Pushing The Boundaries Of Animation: A Miniflix Interview WIth Daria Kashcheeva
You wouldn’t know it from the masterfully-created stop motion short “Daughter”, but Daria Kashcheeva hasn’t always been an animator. In fact, she only started five years ago, after realizing that sound design (her original profession) wasn’t creative enough work for her. After applying to the Film and Television School of the Academy of Performing Arts in Prague (FAMU) for the second time (and finally getting in), she hit the ground running, experimenting with different forms of animation while always grounding her projects in the personal.
Then came time for her thesis project. Inspired by the Dogme 95 movement, Daria found a way to blend a handheld closeup aesthetic with a fully animated artform,. The result is the Oscar-nominated “Daughter”. Daria talks to Miniflix about how she made this short come to life and what it was like to see a college thesis film end up at the biggest awards night in the United States.
Miniflix Interviewer: Do you tend to start your projects with a theme, story or idea – or do you start with the type of animation and visual look you’d like to use?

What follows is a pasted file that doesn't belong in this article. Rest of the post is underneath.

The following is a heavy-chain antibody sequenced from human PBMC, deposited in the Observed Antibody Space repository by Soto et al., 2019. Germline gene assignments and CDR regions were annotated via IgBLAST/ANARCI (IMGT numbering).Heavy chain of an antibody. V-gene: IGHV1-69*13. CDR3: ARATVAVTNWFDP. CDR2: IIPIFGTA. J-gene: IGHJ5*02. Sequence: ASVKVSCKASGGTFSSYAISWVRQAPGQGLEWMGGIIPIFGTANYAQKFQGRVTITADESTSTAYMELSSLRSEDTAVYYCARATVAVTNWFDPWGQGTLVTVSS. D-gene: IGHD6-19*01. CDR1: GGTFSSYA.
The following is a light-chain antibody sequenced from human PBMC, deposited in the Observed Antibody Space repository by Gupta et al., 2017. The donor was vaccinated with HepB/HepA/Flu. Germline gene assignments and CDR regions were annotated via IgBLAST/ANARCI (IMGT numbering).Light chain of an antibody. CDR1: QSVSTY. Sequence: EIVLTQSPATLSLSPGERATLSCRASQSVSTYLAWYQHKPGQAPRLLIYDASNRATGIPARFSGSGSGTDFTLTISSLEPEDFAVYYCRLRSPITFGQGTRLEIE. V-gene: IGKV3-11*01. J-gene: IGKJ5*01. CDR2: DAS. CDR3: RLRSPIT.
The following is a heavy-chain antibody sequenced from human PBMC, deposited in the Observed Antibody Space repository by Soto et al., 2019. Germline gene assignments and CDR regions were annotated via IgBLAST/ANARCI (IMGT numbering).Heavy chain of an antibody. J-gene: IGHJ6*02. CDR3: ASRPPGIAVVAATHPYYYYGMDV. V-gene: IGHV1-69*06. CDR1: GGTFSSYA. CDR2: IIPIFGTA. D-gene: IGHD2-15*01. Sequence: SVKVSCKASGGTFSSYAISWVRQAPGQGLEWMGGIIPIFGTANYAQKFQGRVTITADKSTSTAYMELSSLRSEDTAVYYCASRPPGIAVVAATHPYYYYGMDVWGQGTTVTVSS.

Daria Kashcheeva: The first few projects were all school exercises… But when it comes to style, I knew that in my next project I wanted to develop something new. I needed a challenge for myself, so that it would not feel boring. So I think that’s the most important thing for me. Just trying to look for something new in the work.
Miniflix: What was the inspiration behind the handheld camera aesthetic to a stop motion animated form?
Daria: I’d never seen any handheld camerawork in stop-motion films before. The idea came when I was actually watching a rather boring live-action film. But the camerawork was really nice, really great. It was hand-held, with very beautiful closeups. That was in my head when I started to work on the script [for “Daughter”], so I thought that I might be able to create that kind of camerawork in my next film.
I became very inspired by this idea and wrote down everything I was thinking about. When I was thinking of influences, I was thinking of the Dardenne brothers or Dogme 95 filmmakers like Lars von Trier. I started watching films like these again and again. Initially, when I tried to find out how the hand-held camera would work, I studied Breaking The Waves. I actually studied it frame by frame, trying to understand how it works.
In my tests for this film, I copied movements from that film. I’d make notes in the script about how it worked. I wasn’t sure if it would work, but I made tests and a teaser and presented the teaser in the Czech Republic at the CEE Animation Forum. Professionals gave me great advice and they told me that it worked really well for the story. That inspired me to make more.
Still taken during Daria’s animation phase. This is the body for one of the stop-motion puppet characters